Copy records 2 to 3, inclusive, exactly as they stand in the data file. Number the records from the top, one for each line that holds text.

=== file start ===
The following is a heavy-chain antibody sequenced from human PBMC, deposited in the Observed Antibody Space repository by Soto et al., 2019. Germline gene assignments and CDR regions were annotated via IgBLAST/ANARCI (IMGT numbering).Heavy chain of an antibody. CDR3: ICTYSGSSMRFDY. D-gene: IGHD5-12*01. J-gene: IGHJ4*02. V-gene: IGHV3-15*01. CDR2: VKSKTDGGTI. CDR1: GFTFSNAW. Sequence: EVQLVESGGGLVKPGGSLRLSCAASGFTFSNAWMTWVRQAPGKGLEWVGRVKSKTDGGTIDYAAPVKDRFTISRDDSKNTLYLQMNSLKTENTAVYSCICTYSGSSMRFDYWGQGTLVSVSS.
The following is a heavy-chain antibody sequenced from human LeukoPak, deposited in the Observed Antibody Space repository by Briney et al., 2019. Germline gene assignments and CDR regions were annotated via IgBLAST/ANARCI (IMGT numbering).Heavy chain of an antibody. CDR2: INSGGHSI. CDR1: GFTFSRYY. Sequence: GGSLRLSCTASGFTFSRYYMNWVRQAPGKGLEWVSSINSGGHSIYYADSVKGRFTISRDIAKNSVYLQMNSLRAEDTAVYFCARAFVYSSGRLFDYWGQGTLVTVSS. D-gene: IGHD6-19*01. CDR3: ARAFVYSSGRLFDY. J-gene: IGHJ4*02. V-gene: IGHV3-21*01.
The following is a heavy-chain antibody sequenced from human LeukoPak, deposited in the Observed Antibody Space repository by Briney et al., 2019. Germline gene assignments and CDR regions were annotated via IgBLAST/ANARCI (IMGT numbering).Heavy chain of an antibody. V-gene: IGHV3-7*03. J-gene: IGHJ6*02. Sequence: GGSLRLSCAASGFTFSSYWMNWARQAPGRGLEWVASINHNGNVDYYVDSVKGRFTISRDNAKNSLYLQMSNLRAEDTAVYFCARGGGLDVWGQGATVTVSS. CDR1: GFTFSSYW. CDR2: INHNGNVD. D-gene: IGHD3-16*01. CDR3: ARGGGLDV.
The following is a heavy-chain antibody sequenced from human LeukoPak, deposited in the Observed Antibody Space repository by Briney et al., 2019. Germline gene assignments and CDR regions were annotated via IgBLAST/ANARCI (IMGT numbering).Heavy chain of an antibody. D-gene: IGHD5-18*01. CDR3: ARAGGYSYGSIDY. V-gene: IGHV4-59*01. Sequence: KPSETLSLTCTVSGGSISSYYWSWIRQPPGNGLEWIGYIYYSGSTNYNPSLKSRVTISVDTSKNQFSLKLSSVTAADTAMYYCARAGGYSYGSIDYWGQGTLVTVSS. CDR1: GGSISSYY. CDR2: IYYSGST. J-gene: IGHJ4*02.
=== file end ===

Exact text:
The following is a heavy-chain antibody sequenced from human LeukoPak, deposited in the Observed Antibody Space repository by Briney et al., 2019. Germline gene assignments and CDR regions were annotated via IgBLAST/ANARCI (IMGT numbering).Heavy chain of an antibody. CDR2: INSGGHSI. CDR1: GFTFSRYY. Sequence: GGSLRLSCTASGFTFSRYYMNWVRQAPGKGLEWVSSINSGGHSIYYADSVKGRFTISRDIAKNSVYLQMNSLRAEDTAVYFCARAFVYSSGRLFDYWGQGTLVTVSS. D-gene: IGHD6-19*01. CDR3: ARAFVYSSGRLFDY. J-gene: IGHJ4*02. V-gene: IGHV3-21*01.
The following is a heavy-chain antibody sequenced from human LeukoPak, deposited in the Observed Antibody Space repository by Briney et al., 2019. Germline gene assignments and CDR regions were annotated via IgBLAST/ANARCI (IMGT numbering).Heavy chain of an antibody. V-gene: IGHV3-7*03. J-gene: IGHJ6*02. Sequence: GGSLRLSCAASGFTFSSYWMNWARQAPGRGLEWVASINHNGNVDYYVDSVKGRFTISRDNAKNSLYLQMSNLRAEDTAVYFCARGGGLDVWGQGATVTVSS. CDR1: GFTFSSYW. CDR2: INHNGNVD. D-gene: IGHD3-16*01. CDR3: ARGGGLDV.